Most of the time when we talk about wood adhesive products we are discussing new construction, but there frequently comes a time when you have to repair wood. That presents special challenges, and the J-B Weld company, long known for its J-B Weld metal epoxy, has now ventured into the world of wood to offer repair alternatives.
The most obvious place for J-B Weld to go in woodworking would be a two-part epoxy adhesive specifically designed for wood applications, and so they have. It’s called WoodWeld and comes in familiar tubes of hardener and resin that are mixed just like other epoxies to form the adhesive.
J-B WoodWeld claims a strength of 1,800 psi and a set time of 6 minutes. It fully cures in about 3 hours depending on the conditions and mix. The final color is a light tan that will blend with many wood applications. The fully cured material can be sanded, drilled, tapped, and filed, much like wood. For best results, the company recommends degreasing the original surface and roughing the areas to be bonded with a file or coarse sandpaper to give the epoxy a better grip. The final bond can be painted, but we did not have good results trying to stain it.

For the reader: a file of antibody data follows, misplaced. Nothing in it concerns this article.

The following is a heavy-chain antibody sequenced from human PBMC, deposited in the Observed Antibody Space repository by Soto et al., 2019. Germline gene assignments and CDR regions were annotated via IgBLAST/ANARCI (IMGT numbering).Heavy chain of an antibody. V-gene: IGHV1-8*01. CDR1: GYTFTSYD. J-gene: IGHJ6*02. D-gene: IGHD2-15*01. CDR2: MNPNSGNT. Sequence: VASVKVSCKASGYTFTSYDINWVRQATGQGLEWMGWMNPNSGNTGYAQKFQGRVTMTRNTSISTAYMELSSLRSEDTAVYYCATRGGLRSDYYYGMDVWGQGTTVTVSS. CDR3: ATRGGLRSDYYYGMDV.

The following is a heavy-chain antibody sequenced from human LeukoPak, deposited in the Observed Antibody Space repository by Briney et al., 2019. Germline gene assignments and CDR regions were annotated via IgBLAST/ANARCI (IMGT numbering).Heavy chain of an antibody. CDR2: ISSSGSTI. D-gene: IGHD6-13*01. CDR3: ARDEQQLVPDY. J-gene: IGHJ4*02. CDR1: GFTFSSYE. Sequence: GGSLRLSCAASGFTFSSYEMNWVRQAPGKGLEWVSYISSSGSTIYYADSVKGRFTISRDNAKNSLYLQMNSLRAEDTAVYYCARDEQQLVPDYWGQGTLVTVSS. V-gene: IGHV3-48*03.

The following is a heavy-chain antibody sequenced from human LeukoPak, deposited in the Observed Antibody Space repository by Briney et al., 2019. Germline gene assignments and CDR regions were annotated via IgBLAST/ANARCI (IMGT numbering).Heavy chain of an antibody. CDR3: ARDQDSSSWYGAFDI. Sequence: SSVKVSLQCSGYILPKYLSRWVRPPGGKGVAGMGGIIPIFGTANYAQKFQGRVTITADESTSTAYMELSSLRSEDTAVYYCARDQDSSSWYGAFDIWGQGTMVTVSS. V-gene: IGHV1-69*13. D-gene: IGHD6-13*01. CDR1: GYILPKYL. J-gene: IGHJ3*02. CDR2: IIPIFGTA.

J-B Weld’s new KwikWood product is a little different. This is also a two-part epoxy, but it is in the form of a putty roll. You cut off the amount you need then knead it like bread to mix the inner part with the outer part until the glob of stuff is uniform in color. Then press it into the surface to be repaired. The company suggests using damp fingers for kneading and final shaping.
KwikWood putty can be worked for about 15-25 minutes depending on temperature, mix and atmospheric conditions. It reaches a functional cure in about 60 minutes, at which time it can be sanded, drilled or tapped. The putty does accept some wood stains, but the results are not going to be consistent with surrounding wood, so you’ll have to experiment to get color matches in repairs.
Both of the new J-B Weld wood repair products are available in most outlets where J-B Weld adhesives are sold, so they are readily available in case you need to make a repair. I suggest you pick up some and experiment before you use them on a treasured antique, but these both offer potent alternatives for your repair tool kit. For more information, visit www.jbweld.com.
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